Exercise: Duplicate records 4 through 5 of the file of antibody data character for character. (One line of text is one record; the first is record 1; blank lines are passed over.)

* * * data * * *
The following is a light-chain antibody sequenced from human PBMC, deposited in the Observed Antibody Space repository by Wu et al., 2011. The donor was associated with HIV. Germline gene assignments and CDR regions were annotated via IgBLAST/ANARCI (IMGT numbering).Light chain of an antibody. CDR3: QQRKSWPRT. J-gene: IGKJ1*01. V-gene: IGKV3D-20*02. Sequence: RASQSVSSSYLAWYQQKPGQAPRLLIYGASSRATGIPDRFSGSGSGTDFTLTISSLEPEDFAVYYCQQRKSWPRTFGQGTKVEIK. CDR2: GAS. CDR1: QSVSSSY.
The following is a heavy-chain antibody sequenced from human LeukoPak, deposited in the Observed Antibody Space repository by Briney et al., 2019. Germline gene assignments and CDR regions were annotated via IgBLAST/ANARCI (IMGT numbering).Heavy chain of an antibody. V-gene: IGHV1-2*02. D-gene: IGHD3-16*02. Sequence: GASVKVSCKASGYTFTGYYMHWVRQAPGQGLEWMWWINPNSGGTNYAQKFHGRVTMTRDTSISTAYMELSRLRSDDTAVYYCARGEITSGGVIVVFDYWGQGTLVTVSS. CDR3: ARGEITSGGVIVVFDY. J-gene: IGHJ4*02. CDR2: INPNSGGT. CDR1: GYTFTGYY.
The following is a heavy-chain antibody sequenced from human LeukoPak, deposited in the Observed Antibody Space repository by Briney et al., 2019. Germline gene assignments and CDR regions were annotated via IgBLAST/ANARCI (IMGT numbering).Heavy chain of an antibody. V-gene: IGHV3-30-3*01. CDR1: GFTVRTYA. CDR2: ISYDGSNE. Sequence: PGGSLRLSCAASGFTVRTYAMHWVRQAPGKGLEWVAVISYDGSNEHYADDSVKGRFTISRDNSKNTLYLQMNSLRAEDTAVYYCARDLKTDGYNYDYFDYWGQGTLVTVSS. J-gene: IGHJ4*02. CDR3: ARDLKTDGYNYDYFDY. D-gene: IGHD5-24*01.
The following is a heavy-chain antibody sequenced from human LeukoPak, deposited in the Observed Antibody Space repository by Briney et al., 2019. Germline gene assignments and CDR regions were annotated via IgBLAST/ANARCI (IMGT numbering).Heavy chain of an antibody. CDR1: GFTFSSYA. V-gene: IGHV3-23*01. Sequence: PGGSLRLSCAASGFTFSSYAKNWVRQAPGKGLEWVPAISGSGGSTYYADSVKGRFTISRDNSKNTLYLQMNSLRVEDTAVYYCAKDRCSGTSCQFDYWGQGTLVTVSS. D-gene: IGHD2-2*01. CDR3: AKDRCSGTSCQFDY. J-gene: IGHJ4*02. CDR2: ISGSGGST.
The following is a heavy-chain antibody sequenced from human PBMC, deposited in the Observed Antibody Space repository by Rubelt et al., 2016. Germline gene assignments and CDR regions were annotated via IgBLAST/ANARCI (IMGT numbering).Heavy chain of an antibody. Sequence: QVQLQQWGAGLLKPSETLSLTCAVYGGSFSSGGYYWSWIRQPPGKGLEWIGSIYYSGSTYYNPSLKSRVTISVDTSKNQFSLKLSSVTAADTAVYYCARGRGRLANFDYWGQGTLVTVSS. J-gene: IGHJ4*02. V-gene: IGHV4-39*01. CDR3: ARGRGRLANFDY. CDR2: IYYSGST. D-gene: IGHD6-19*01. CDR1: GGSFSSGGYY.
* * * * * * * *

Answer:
The following is a heavy-chain antibody sequenced from human LeukoPak, deposited in the Observed Antibody Space repository by Briney et al., 2019. Germline gene assignments and CDR regions were annotated via IgBLAST/ANARCI (IMGT numbering).Heavy chain of an antibody. CDR1: GFTFSSYA. V-gene: IGHV3-23*01. Sequence: PGGSLRLSCAASGFTFSSYAKNWVRQAPGKGLEWVPAISGSGGSTYYADSVKGRFTISRDNSKNTLYLQMNSLRVEDTAVYYCAKDRCSGTSCQFDYWGQGTLVTVSS. D-gene: IGHD2-2*01. CDR3: AKDRCSGTSCQFDY. J-gene: IGHJ4*02. CDR2: ISGSGGST.
The following is a heavy-chain antibody sequenced from human PBMC, deposited in the Observed Antibody Space repository by Rubelt et al., 2016. Germline gene assignments and CDR regions were annotated via IgBLAST/ANARCI (IMGT numbering).Heavy chain of an antibody. Sequence: QVQLQQWGAGLLKPSETLSLTCAVYGGSFSSGGYYWSWIRQPPGKGLEWIGSIYYSGSTYYNPSLKSRVTISVDTSKNQFSLKLSSVTAADTAVYYCARGRGRLANFDYWGQGTLVTVSS. J-gene: IGHJ4*02. V-gene: IGHV4-39*01. CDR3: ARGRGRLANFDY. CDR2: IYYSGST. D-gene: IGHD6-19*01. CDR1: GGSFSSGGYY.